Regarding the role played by Cole's often polemical blog, sources close to Yale's decision argued that although it opened the eyes of many professors, it hardly killed Cole's chances. As Yale political science professor Steven Smith explained, "It would be very comforting for Cole's supporters to think that this got steamrolled because of his controversial blog opinions. The blog opened people's eyes as to what was going on. He was a kind of stealth candidate. I didn't know anybody that knew about this coming in; he was just kind of smuggled. And I think the blog opened people's eyes as to who this guy was, and what his views were.... It allowed us to see something about the quality of his mind."

This was a mind that, in July 2005, claimed that the September 11 Commission report cited the "Israeli attack on the Jenin refugee camp" as a motivation for the terrorist attack, even though the Jenin attack didn't happen until seven months after 9/11. And in May of this year, Cole justified his notion that Iran is harmless by declaring, "We don't give a rat's ass what Ahmadinejad thinks about European history or what pissant speech the little sh*t gives."

Smith's point was also emphasized by former Yale history professor Mary Habeck, who now teaches strategic studies at John Hopkins's School of Advanced International Studies and remains in touch with many former colleagues. "What first blindsided them," Habeck explained, "was his political involvement in so many controversial topics. I can say unequivocally that at the beginning, they weren't aware of Juan Cole's blogging life."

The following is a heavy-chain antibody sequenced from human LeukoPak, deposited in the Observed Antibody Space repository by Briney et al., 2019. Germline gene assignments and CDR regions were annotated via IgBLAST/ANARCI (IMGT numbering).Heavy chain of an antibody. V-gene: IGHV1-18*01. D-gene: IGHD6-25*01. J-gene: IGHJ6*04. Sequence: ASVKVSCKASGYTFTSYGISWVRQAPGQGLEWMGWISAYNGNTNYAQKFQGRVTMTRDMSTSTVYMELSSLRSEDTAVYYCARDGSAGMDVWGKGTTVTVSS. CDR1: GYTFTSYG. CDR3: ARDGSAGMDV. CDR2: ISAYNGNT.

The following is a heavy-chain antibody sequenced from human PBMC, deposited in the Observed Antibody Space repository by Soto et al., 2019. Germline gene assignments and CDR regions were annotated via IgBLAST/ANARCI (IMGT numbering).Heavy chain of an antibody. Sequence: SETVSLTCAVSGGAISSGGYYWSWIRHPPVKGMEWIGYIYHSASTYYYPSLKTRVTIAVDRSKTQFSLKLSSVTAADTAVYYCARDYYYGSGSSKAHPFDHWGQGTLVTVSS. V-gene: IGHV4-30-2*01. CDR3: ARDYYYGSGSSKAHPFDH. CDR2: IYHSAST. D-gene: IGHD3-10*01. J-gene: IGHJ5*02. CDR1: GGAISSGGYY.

"When coupled with the serious split within the department," Habeck continued, "I can state from personal experience that this would inevitably lead to a vote of no confidence by the Senior Appointments Committee."

A current Yale political science professor argued, "when it came to crunch time, of course the blog was a factor, but it's not what people looked at most seriously. At the end of the day, it wasn't his blog; it was his scholarly work. And that's why he was denied the position."

So while Michigan will continue to reap its just desserts, Yale's search for a new professor of Middle East studies continues. This time at least, the system worked. Politics were subordinated to scholarship, and Yale avoided falling prey to cronyism and the lowered standards it nearly always produces.

David White, a graduate of Yale University, is a writer in Washington. This article was written for Campus Watch, a project of the Middle East Forum.